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When does a name become a name?

(9 Posts)
HoratioNightboy Sat 13-Jan-18 21:13:44

No baby here - just looking for opinions really. How many times do you think a name should be used before it is accepted as a name?

Take "Nevaeh" as an example - the first time someone thought of this and used it for their child, it was a unique invention. Then someone copied the idea, then someone else, then someone else, and now there are hundreds of them.

So after how many uses would you consider it to be an actual name, rather than a one-off invention?

(I know many will never consider Nevaeh a 'proper' name, and I'm not really looking for opinions on whether it is or not. My question is how many uses of anything would it take for you to accept it as an actual name? 5? 10? 100? Asking for research purposes.)

CharlotteC77 Sat 13-Jan-18 21:32:27

Hmm, interesting. I would say that as soon as someone is given a name, it becomes a name. It's no less of a name just because some (of lots!) of people disagree with it; it's still someone's name.

Not sure what would qualify it to be included in baby name books though - it might be worth asking them as presumably they would have specific criteria for inclusion.

BabloHoney Sat 13-Jan-18 21:54:06

I think it can depend whose name it is too. The name Wendy came from Peter Pan.. so was famous and recognised before it took off as a mainstream name.

scotsmumof1 Sat 13-Jan-18 22:06:42

When I met little girl named Nevaeh for the first time, I guess I thought of it as a name, before that I would've just thought of it as heaven spelt backwards. I suppose you can't be named something and it not really be considered a name though, because it is your name? I've said name too many times now.. lost it's meaning haha.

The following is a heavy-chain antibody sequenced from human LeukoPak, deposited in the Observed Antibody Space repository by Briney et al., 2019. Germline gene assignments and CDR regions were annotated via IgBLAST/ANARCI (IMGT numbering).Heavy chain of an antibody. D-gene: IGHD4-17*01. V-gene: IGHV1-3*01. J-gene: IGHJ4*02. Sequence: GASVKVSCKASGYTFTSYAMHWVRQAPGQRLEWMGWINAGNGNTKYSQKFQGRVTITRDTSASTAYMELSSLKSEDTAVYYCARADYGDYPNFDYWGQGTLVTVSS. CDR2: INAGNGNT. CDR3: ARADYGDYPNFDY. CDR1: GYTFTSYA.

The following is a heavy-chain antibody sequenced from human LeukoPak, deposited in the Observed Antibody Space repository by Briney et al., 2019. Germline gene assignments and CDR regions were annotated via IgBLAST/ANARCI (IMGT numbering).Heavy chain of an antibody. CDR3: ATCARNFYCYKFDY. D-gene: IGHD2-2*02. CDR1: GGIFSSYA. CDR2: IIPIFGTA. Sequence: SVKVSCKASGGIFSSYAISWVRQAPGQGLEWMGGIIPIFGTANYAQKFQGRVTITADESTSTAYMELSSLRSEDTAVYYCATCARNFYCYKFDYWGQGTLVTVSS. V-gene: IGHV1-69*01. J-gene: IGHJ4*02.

SuperBeagle Sat 13-Jan-18 22:34:35

Shakespeare invented loads of names which are now considered "mainstream".

I wonder whether the origin of the name has more to do with its staying power or respectability than the name itself. So, because it was Shakespeare of JM Barry who "invented" the name, we are more likely to take it seriously than we are with the run of the mill American who first decided that Nevaeh was a name.

Similarly, names such as Renesmee from Twilight haven't caught on, whereas Arwen from Lord of the Rings has. I do think it comes down more to the person, or series, which is perceived to have created the name, than it does to the name itself.

Alisvolatpropiis Sun 14-Jan-18 12:23:18

Wendy was not invented by JM Barry, it existed as a surname hundreds of years before he was even born. A doctor of Henry VIII was Thomas Wendy.

pipilangstrumpf Sun 14-Jan-18 15:40:47

As soon as someone is given a new name. It doesn't matter how many others use the same name.

All names were once made up. Names are meant to identify us so the more options there are, the better imo.

NewYearNiki Sun 14-Jan-18 18:27:44

Similarly, names such as Renesmee from Twilight haven't caught on, whereas Arwen from Lord of the Rings has.

Arwen isnt from the Lord of the Rings as in invented for it, it is an actual Welsh name that Tolkien used in his book. It hasn't caught on after LOTR it was always a name.

SuperBeagle Sun 14-Jan-18 20:23:11

Arwen isnt from the Lord of the Rings as in invented for it, it is an actual Welsh name that Tolkien used in his book. It hasn't caught on after LOTR it was always a name.

Eowyn, then. The point stands.

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